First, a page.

Mr. Julian Bennett of the All Nations University (ANU) College in Koforidua, Ghana, and his team will be sending a piece of Ghana to Space by way of the CubeSat launch into orbit April 2017.
Interest in Space program keeps climbing on the African continent. For instance, have you heard of the teenage girls from Cape Town in South Africa working to launch a private satellite? Well, in May 2017, this private satellite would be launched. Sounds exciting? Yep!
Back to Julian Bennett whose recent work has gotten me even more excited. The CubeSat from Ghana by Bennett will be on board the next Falcon 9, scheduled to launch into space on April 9, 2017, to join the International Space Station. From there the CubeSat will be deployed on its mission.
The previous sentence is compressed a whole lot, however, I met up with Bennett of the ANU where I discovered he leads the team responsible for engineering the CubeSat, with amazing support from, Benjamin Bonsu, Ernest Matey, Joseph Quansah, and Aaron Yankey – all also of ANU.
Oh what’s all this CubeSat thing am excited about? Well a CubeSat is a type of miniaturized satellite for space research. It is usually no more than 1.33 kilograms per unit in mass and often built with commercial off-the-shelf components for their electronics and structure, so there you have it, now you know.
Meet the man behind all this – Julian Bennett – an aerospace engineer and lecturer at the ANU. The doctor’s (PhD) knowledge and experience in the field made him a great asset as its lead. He was also nice enough to share his insights and experiences with me for our audience at TheAfricanDream.net so we could bring it to you, yes you reading now from wherever in the world…
For those that will want to listen to this whole story via audio, please checkout Khophi’s Dev Radio March 19, 2017, edition for the detailed interview with Julian on the subject of the upcoming launch.
Ghana’s Kwame Nkrumah University of Science and Technology (KNUST) is where Julian acquired his degree in Electrical Engineering from. He then obtained a Masters in Aerospace Engineering from the Brunel University of London. Today he is lead for the Space Science Technology Laboratory project of the ANU where he has been working with talented and dedicated students over the past 2 years to make the upcoming launch mission a reality.
Julian Bennett and the CubeSat
The All Nations University from Ghana, joined hands with Nigeria, Bangladesh, Mongolia and Japan to make this endeavor a reality by coming together on the “BIRDS Project”.
The CubeSat is currently in the hands of the JAXA (Japan’s version of NASA), where much testing will be done before it is eventually handed over to NASA to be put on board the upcoming Falcon 9 launch and then into space.
To help bring some of the engineers on board, the ANU Space program teamed up to speed this space ambition. As a result the hardwroking and fortunate individuals of the team we trained through this collaboration.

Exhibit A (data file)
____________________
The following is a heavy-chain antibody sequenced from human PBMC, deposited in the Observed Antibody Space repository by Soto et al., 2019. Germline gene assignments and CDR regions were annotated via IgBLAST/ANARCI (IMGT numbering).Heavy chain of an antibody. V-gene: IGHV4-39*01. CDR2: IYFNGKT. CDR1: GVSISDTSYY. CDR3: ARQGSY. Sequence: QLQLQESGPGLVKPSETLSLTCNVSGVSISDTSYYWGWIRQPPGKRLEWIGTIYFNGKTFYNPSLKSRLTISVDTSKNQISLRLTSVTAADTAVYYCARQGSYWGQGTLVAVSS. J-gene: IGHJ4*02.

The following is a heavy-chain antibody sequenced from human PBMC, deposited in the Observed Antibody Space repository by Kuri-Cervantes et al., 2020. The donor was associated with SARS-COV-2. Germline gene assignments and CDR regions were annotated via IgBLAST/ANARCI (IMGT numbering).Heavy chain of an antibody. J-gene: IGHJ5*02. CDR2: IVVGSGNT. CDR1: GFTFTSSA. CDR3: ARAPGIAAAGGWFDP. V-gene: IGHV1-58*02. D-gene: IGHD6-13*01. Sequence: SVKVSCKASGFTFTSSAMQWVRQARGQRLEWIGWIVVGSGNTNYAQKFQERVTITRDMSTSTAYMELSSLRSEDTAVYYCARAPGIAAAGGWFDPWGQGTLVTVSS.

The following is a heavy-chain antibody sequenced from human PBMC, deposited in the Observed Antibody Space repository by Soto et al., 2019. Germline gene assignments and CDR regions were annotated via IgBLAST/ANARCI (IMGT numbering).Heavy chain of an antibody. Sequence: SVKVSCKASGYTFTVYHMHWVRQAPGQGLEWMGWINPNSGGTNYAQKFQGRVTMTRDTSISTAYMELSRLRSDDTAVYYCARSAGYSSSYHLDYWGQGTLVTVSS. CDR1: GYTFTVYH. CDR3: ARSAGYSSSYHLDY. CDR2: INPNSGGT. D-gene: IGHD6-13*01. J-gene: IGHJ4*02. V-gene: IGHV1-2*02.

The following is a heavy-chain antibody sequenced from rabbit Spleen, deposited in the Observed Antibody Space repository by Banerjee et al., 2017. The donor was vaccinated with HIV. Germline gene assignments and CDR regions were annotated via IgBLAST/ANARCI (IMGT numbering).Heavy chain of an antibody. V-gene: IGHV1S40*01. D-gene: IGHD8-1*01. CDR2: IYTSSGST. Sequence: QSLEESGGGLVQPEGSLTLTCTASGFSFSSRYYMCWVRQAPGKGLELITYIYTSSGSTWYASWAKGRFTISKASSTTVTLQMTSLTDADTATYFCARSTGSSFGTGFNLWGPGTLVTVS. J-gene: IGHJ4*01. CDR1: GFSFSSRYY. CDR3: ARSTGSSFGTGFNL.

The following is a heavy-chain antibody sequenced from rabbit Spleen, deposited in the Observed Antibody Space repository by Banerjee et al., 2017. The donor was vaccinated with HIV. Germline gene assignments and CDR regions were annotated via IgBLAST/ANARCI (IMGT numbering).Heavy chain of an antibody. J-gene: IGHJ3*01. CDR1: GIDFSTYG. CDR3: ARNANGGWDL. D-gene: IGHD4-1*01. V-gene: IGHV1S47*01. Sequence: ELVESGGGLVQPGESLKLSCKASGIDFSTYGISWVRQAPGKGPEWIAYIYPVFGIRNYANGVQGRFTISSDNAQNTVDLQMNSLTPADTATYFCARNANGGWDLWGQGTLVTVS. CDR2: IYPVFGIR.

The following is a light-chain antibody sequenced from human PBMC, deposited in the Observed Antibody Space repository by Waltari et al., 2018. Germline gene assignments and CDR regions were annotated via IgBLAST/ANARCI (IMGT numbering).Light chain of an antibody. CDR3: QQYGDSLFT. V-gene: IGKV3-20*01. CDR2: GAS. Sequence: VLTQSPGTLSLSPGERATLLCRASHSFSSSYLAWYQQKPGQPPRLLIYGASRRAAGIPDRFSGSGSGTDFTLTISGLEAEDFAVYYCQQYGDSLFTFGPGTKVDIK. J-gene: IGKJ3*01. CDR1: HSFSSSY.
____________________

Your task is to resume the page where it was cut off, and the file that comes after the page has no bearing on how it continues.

Space-related stuff isn’t that simple and involves research, trials, testing, re-testing and dedication. The fact that many of these team members used to be students of the ANU, but decided to cling onto the project to see it eventually become a reality is such a remarkable thing in my opinion. Their dedication is a clear sign of how their love for Space has evolved so much that it is about to put Ghana on the world space map once again, and very soon too.
The All Nations University & Space
Over the years, the ANU team working on this project, comprising of students from literally ‘All’ nations, has spent tens of thousands of dollars on research and engineering into their space program.
Before Julian joined a couple of years ago, All Nations University had embarked on the launch of the CanSat back in 2013 which you can checkout in the video below.
This experiment caught the attention of both scientific bodies and media houses alike. The experience at the time was indeed a motivating factor both for students and lecturers involved in the space program at ANU, encouraging them to keep pushing.
And push they did! As a result, all things being equal, come April 9, 2017, if nothing happens to abort mission just 13 seconds into launch as was SpaceX’s second launch attempt from one of NASA’s launch pads in February 2017, then Julian Bennett, his crew from ANU and all their other partners will successfully launch a piece of Ghana into orbit.
As someone who witnessed the recent Falcon 9 launch, I can’t wait to hear about the success of the CubeSat.
In other Ghana space related issues, the Ghanaian authorities will by 2020 launch their very first satellite called “Ghanasat 1” into orbit. The project is managed by the Ghana Space Science and Technology Institute and the Ghana Atomic Energy Commission (GAEC).
Editor’s note: #TheAfricanDreamLLC is excited about this story by Rexford Nkansah, a Senior Web Developer and host of Khophi’s Dev Radio. Rexford is also our head tech reporter at TheAfricanDream.net. Don’t forget to listen to his chat with Julian Bennett for the exciting audio version of this story.
Source: written by Rexford Nkansah and edited by Oral Ofori